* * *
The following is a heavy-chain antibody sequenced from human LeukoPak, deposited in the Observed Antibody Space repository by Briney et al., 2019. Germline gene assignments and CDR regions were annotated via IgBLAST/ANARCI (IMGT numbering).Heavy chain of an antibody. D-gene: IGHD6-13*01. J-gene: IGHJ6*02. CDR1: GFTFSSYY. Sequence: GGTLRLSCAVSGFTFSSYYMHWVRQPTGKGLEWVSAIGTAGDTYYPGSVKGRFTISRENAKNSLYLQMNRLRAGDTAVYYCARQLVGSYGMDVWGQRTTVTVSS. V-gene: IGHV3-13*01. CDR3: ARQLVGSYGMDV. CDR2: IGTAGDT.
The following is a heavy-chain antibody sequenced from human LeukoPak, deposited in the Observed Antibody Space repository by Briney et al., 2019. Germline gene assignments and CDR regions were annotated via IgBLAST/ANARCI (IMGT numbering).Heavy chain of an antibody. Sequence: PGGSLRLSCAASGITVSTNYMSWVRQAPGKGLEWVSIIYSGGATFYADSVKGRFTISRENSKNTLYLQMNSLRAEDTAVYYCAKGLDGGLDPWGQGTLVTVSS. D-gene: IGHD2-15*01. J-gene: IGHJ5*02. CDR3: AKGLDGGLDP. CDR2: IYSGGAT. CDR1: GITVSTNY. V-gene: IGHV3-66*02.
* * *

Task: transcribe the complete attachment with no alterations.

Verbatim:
The following is a heavy-chain antibody sequenced from human LeukoPak, deposited in the Observed Antibody Space repository by Briney et al., 2019. Germline gene assignments and CDR regions were annotated via IgBLAST/ANARCI (IMGT numbering).Heavy chain of an antibody. D-gene: IGHD6-13*01. J-gene: IGHJ6*02. CDR1: GFTFSSYY. Sequence: GGTLRLSCAVSGFTFSSYYMHWVRQPTGKGLEWVSAIGTAGDTYYPGSVKGRFTISRENAKNSLYLQMNRLRAGDTAVYYCARQLVGSYGMDVWGQRTTVTVSS. V-gene: IGHV3-13*01. CDR3: ARQLVGSYGMDV. CDR2: IGTAGDT.
The following is a heavy-chain antibody sequenced from human LeukoPak, deposited in the Observed Antibody Space repository by Briney et al., 2019. Germline gene assignments and CDR regions were annotated via IgBLAST/ANARCI (IMGT numbering).Heavy chain of an antibody. Sequence: PGGSLRLSCAASGITVSTNYMSWVRQAPGKGLEWVSIIYSGGATFYADSVKGRFTISRENSKNTLYLQMNSLRAEDTAVYYCAKGLDGGLDPWGQGTLVTVSS. D-gene: IGHD2-15*01. J-gene: IGHJ5*02. CDR3: AKGLDGGLDP. CDR2: IYSGGAT. CDR1: GITVSTNY. V-gene: IGHV3-66*02.